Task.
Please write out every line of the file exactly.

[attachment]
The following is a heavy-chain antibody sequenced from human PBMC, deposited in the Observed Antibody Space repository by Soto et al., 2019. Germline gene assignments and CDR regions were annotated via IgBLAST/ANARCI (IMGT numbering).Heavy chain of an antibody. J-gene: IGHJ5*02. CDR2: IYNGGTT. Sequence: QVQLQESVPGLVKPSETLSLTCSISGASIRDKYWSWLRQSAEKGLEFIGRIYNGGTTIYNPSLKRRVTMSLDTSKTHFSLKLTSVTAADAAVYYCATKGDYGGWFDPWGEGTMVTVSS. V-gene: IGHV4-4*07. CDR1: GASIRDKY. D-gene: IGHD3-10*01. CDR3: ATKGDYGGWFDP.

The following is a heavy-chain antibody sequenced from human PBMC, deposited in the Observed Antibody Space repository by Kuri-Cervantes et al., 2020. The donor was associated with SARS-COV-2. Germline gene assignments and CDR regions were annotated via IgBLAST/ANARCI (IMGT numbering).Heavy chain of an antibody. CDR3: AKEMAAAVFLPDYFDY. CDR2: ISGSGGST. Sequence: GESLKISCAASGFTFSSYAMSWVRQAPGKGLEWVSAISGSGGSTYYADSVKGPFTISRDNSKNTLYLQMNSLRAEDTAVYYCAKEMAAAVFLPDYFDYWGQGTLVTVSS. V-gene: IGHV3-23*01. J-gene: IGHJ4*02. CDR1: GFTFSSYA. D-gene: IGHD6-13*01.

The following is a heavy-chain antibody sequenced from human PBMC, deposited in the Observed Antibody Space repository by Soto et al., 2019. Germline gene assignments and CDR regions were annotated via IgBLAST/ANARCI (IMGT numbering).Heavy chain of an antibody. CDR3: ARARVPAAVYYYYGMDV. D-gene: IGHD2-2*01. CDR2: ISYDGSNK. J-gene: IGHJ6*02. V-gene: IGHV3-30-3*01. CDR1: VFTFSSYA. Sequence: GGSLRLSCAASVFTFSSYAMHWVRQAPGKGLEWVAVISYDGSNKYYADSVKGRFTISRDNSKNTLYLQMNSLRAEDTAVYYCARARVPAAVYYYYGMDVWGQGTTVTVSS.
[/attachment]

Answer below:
The following is a heavy-chain antibody sequenced from human PBMC, deposited in the Observed Antibody Space repository by Soto et al., 2019. Germline gene assignments and CDR regions were annotated via IgBLAST/ANARCI (IMGT numbering).Heavy chain of an antibody. J-gene: IGHJ5*02. CDR2: IYNGGTT. Sequence: QVQLQESVPGLVKPSETLSLTCSISGASIRDKYWSWLRQSAEKGLEFIGRIYNGGTTIYNPSLKRRVTMSLDTSKTHFSLKLTSVTAADAAVYYCATKGDYGGWFDPWGEGTMVTVSS. V-gene: IGHV4-4*07. CDR1: GASIRDKY. D-gene: IGHD3-10*01. CDR3: ATKGDYGGWFDP.

The following is a heavy-chain antibody sequenced from human PBMC, deposited in the Observed Antibody Space repository by Kuri-Cervantes et al., 2020. The donor was associated with SARS-COV-2. Germline gene assignments and CDR regions were annotated via IgBLAST/ANARCI (IMGT numbering).Heavy chain of an antibody. CDR3: AKEMAAAVFLPDYFDY. CDR2: ISGSGGST. Sequence: GESLKISCAASGFTFSSYAMSWVRQAPGKGLEWVSAISGSGGSTYYADSVKGPFTISRDNSKNTLYLQMNSLRAEDTAVYYCAKEMAAAVFLPDYFDYWGQGTLVTVSS. V-gene: IGHV3-23*01. J-gene: IGHJ4*02. CDR1: GFTFSSYA. D-gene: IGHD6-13*01.

The following is a heavy-chain antibody sequenced from human PBMC, deposited in the Observed Antibody Space repository by Soto et al., 2019. Germline gene assignments and CDR regions were annotated via IgBLAST/ANARCI (IMGT numbering).Heavy chain of an antibody. CDR3: ARARVPAAVYYYYGMDV. D-gene: IGHD2-2*01. CDR2: ISYDGSNK. J-gene: IGHJ6*02. V-gene: IGHV3-30-3*01. CDR1: VFTFSSYA. Sequence: GGSLRLSCAASVFTFSSYAMHWVRQAPGKGLEWVAVISYDGSNKYYADSVKGRFTISRDNSKNTLYLQMNSLRAEDTAVYYCARARVPAAVYYYYGMDVWGQGTTVTVSS.